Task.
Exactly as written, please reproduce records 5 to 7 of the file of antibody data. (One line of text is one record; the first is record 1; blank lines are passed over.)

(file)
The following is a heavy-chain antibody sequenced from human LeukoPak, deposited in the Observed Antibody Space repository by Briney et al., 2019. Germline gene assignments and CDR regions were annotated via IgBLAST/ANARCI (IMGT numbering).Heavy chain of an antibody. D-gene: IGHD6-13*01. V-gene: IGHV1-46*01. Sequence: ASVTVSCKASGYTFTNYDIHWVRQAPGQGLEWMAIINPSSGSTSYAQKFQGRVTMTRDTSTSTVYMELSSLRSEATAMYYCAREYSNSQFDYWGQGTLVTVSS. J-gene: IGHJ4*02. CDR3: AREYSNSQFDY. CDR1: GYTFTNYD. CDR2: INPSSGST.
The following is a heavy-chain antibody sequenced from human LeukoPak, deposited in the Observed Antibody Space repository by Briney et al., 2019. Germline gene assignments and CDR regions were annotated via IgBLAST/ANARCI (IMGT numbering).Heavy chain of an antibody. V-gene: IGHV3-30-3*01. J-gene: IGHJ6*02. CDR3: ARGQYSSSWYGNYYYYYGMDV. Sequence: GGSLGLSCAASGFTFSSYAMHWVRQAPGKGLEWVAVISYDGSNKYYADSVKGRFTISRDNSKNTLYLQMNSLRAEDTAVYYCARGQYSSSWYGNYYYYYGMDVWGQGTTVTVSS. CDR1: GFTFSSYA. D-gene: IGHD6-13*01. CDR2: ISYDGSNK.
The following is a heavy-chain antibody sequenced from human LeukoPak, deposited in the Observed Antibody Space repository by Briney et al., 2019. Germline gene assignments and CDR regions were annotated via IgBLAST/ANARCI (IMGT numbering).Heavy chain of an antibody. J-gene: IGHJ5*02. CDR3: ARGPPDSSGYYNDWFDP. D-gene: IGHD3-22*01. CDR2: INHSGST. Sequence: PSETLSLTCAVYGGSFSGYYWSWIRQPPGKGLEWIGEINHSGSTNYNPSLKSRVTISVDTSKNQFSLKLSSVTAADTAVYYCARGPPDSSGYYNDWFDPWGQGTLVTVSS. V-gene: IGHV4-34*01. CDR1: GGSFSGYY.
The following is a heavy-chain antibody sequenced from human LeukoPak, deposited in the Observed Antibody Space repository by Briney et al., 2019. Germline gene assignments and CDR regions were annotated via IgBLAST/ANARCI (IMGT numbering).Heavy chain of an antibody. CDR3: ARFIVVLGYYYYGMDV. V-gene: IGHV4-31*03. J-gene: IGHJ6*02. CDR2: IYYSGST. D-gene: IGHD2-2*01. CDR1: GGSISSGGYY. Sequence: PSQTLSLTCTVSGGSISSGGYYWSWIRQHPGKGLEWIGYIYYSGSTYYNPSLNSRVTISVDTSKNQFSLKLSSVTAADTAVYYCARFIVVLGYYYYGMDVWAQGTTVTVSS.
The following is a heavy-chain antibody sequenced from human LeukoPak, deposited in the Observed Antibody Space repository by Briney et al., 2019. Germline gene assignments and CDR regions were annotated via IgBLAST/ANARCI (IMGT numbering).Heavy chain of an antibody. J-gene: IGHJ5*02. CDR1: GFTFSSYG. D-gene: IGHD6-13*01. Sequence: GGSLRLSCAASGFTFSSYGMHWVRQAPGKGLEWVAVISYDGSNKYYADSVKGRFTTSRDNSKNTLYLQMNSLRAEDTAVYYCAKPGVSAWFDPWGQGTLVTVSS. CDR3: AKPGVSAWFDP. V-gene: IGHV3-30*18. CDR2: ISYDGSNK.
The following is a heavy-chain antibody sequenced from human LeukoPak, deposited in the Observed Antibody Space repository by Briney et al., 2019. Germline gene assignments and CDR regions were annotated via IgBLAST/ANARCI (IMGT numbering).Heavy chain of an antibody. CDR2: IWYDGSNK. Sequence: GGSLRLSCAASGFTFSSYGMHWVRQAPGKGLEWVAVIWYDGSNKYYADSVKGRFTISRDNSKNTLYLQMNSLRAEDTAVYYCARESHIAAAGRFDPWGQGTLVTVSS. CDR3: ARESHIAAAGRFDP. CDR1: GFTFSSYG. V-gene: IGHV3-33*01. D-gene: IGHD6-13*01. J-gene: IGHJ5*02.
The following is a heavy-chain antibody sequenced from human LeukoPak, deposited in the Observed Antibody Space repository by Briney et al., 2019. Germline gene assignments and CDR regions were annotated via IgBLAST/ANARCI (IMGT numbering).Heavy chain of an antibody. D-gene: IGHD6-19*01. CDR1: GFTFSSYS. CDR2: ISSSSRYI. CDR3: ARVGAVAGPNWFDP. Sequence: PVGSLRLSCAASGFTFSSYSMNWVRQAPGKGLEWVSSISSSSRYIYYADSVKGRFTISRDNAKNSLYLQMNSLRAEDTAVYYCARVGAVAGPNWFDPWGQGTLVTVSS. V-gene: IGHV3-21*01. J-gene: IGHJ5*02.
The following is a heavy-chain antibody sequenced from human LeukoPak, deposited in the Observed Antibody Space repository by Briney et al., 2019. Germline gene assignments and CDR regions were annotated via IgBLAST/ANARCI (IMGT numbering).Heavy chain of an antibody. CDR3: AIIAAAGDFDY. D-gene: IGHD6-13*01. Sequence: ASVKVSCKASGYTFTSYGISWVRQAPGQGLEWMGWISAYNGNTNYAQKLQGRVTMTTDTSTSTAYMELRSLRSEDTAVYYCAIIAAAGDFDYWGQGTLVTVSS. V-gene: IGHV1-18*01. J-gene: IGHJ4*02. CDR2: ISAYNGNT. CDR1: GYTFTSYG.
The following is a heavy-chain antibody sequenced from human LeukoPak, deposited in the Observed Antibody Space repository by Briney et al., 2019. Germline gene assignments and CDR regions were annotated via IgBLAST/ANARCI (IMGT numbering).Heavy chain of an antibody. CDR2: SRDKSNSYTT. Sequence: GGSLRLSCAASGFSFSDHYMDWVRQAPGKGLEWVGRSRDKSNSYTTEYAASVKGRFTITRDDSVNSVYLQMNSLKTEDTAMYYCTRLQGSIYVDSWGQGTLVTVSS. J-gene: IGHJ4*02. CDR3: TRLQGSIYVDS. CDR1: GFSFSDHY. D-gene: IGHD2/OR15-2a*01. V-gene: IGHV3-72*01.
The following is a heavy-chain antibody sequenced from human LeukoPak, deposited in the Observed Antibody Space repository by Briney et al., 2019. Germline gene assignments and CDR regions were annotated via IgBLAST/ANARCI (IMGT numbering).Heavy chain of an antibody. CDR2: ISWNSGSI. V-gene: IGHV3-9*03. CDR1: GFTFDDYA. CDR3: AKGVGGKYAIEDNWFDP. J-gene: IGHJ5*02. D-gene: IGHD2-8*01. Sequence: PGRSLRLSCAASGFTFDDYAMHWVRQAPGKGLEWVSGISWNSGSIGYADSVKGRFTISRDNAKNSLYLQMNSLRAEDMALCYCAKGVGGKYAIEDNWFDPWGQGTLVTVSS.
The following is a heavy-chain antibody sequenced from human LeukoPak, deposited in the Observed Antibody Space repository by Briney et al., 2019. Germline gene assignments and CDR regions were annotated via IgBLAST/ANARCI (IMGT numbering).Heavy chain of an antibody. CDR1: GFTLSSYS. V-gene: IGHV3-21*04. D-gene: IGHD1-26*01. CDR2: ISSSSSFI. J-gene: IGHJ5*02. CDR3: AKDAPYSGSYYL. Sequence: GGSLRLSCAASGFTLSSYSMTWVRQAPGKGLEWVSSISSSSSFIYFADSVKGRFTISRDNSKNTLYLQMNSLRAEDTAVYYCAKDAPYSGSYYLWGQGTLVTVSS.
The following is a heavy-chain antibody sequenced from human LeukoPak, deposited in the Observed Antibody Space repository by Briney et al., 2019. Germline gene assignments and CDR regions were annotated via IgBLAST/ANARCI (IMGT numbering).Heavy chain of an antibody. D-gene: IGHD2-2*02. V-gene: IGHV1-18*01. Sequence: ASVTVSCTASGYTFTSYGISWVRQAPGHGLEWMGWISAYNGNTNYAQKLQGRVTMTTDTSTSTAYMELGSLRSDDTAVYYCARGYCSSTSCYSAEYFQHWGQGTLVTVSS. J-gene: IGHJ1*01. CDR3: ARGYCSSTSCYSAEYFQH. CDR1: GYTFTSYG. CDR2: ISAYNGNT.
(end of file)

The following is a heavy-chain antibody sequenced from human LeukoPak, deposited in the Observed Antibody Space repository by Briney et al., 2019. Germline gene assignments and CDR regions were annotated via IgBLAST/ANARCI (IMGT numbering).Heavy chain of an antibody. J-gene: IGHJ5*02. CDR1: GFTFSSYG. D-gene: IGHD6-13*01. Sequence: GGSLRLSCAASGFTFSSYGMHWVRQAPGKGLEWVAVISYDGSNKYYADSVKGRFTTSRDNSKNTLYLQMNSLRAEDTAVYYCAKPGVSAWFDPWGQGTLVTVSS. CDR3: AKPGVSAWFDP. V-gene: IGHV3-30*18. CDR2: ISYDGSNK.
The following is a heavy-chain antibody sequenced from human LeukoPak, deposited in the Observed Antibody Space repository by Briney et al., 2019. Germline gene assignments and CDR regions were annotated via IgBLAST/ANARCI (IMGT numbering).Heavy chain of an antibody. CDR2: IWYDGSNK. Sequence: GGSLRLSCAASGFTFSSYGMHWVRQAPGKGLEWVAVIWYDGSNKYYADSVKGRFTISRDNSKNTLYLQMNSLRAEDTAVYYCARESHIAAAGRFDPWGQGTLVTVSS. CDR3: ARESHIAAAGRFDP. CDR1: GFTFSSYG. V-gene: IGHV3-33*01. D-gene: IGHD6-13*01. J-gene: IGHJ5*02.
The following is a heavy-chain antibody sequenced from human LeukoPak, deposited in the Observed Antibody Space repository by Briney et al., 2019. Germline gene assignments and CDR regions were annotated via IgBLAST/ANARCI (IMGT numbering).Heavy chain of an antibody. D-gene: IGHD6-19*01. CDR1: GFTFSSYS. CDR2: ISSSSRYI. CDR3: ARVGAVAGPNWFDP. Sequence: PVGSLRLSCAASGFTFSSYSMNWVRQAPGKGLEWVSSISSSSRYIYYADSVKGRFTISRDNAKNSLYLQMNSLRAEDTAVYYCARVGAVAGPNWFDPWGQGTLVTVSS. V-gene: IGHV3-21*01. J-gene: IGHJ5*02.